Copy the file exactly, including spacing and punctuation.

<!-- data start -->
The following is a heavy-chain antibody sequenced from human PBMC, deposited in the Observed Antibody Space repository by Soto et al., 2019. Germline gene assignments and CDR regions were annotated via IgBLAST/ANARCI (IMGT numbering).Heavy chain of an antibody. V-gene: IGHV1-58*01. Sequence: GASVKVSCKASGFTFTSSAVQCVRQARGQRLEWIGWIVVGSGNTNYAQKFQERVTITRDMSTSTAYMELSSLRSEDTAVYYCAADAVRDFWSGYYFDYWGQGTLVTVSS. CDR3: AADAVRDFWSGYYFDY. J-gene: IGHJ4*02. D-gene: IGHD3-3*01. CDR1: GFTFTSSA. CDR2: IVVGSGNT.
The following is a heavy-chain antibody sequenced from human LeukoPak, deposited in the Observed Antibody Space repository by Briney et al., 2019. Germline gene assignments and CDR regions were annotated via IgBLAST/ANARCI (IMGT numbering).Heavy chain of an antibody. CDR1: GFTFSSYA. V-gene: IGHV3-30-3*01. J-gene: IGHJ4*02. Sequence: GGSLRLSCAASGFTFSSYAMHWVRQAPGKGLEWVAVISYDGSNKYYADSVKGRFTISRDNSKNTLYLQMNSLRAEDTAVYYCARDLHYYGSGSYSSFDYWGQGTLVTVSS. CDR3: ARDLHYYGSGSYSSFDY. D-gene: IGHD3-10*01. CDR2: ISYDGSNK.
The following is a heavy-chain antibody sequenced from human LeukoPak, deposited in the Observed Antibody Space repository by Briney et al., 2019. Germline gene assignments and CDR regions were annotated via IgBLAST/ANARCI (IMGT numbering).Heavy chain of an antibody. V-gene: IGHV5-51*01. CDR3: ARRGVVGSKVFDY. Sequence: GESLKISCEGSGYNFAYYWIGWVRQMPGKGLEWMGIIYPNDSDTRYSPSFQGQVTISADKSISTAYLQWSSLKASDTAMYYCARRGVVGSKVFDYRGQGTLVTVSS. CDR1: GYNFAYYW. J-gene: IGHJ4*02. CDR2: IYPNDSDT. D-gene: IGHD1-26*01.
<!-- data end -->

The following is a heavy-chain antibody sequenced from human PBMC, deposited in the Observed Antibody Space repository by Soto et al., 2019. Germline gene assignments and CDR regions were annotated via IgBLAST/ANARCI (IMGT numbering).Heavy chain of an antibody. V-gene: IGHV1-58*01. Sequence: GASVKVSCKASGFTFTSSAVQCVRQARGQRLEWIGWIVVGSGNTNYAQKFQERVTITRDMSTSTAYMELSSLRSEDTAVYYCAADAVRDFWSGYYFDYWGQGTLVTVSS. CDR3: AADAVRDFWSGYYFDY. J-gene: IGHJ4*02. D-gene: IGHD3-3*01. CDR1: GFTFTSSA. CDR2: IVVGSGNT.
The following is a heavy-chain antibody sequenced from human LeukoPak, deposited in the Observed Antibody Space repository by Briney et al., 2019. Germline gene assignments and CDR regions were annotated via IgBLAST/ANARCI (IMGT numbering).Heavy chain of an antibody. CDR1: GFTFSSYA. V-gene: IGHV3-30-3*01. J-gene: IGHJ4*02. Sequence: GGSLRLSCAASGFTFSSYAMHWVRQAPGKGLEWVAVISYDGSNKYYADSVKGRFTISRDNSKNTLYLQMNSLRAEDTAVYYCARDLHYYGSGSYSSFDYWGQGTLVTVSS. CDR3: ARDLHYYGSGSYSSFDY. D-gene: IGHD3-10*01. CDR2: ISYDGSNK.
The following is a heavy-chain antibody sequenced from human LeukoPak, deposited in the Observed Antibody Space repository by Briney et al., 2019. Germline gene assignments and CDR regions were annotated via IgBLAST/ANARCI (IMGT numbering).Heavy chain of an antibody. V-gene: IGHV5-51*01. CDR3: ARRGVVGSKVFDY. Sequence: GESLKISCEGSGYNFAYYWIGWVRQMPGKGLEWMGIIYPNDSDTRYSPSFQGQVTISADKSISTAYLQWSSLKASDTAMYYCARRGVVGSKVFDYRGQGTLVTVSS. CDR1: GYNFAYYW. J-gene: IGHJ4*02. CDR2: IYPNDSDT. D-gene: IGHD1-26*01.